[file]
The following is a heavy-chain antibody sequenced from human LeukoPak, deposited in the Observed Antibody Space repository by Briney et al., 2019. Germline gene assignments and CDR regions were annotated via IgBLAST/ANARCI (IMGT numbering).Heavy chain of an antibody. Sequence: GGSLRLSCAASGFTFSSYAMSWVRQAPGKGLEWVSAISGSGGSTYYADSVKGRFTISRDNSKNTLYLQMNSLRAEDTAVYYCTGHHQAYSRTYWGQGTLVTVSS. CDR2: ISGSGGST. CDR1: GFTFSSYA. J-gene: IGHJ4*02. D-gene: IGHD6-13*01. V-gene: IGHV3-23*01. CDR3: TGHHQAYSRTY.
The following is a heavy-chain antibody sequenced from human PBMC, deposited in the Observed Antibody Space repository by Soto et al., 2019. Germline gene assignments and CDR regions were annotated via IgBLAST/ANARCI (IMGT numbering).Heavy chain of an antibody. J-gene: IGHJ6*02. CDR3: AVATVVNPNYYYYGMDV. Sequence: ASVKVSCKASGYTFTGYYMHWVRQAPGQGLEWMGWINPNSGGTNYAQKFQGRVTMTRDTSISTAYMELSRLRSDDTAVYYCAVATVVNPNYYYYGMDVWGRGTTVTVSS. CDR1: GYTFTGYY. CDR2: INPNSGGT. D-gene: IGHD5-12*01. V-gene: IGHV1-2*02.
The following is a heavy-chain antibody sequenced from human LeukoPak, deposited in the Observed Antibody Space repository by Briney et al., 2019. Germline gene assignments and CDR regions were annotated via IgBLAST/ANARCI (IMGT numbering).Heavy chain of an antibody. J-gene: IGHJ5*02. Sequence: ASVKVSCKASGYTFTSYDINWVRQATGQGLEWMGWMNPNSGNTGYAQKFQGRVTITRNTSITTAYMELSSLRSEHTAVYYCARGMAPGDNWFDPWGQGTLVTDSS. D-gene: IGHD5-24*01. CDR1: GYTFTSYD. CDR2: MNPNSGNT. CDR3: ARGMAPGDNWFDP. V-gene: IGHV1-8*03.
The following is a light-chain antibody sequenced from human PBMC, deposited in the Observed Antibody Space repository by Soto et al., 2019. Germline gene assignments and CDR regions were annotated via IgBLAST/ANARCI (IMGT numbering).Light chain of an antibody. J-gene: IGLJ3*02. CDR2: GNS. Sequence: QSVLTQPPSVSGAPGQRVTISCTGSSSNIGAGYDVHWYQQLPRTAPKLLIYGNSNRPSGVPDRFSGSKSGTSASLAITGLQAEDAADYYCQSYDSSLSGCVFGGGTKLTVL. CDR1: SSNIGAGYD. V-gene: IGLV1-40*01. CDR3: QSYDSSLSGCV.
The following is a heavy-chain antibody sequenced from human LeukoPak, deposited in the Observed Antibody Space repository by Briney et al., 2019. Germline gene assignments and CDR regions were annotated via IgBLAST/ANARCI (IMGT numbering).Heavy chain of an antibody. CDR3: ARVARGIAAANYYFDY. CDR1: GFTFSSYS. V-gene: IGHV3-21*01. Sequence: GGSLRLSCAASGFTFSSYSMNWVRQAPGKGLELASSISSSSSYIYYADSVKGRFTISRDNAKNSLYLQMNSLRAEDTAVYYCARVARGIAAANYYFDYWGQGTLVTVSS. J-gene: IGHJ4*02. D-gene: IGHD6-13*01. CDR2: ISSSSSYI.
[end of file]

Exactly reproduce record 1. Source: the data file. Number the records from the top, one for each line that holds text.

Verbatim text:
The following is a heavy-chain antibody sequenced from human LeukoPak, deposited in the Observed Antibody Space repository by Briney et al., 2019. Germline gene assignments and CDR regions were annotated via IgBLAST/ANARCI (IMGT numbering).Heavy chain of an antibody. Sequence: GGSLRLSCAASGFTFSSYAMSWVRQAPGKGLEWVSAISGSGGSTYYADSVKGRFTISRDNSKNTLYLQMNSLRAEDTAVYYCTGHHQAYSRTYWGQGTLVTVSS. CDR2: ISGSGGST. CDR1: GFTFSSYA. J-gene: IGHJ4*02. D-gene: IGHD6-13*01. V-gene: IGHV3-23*01. CDR3: TGHHQAYSRTY.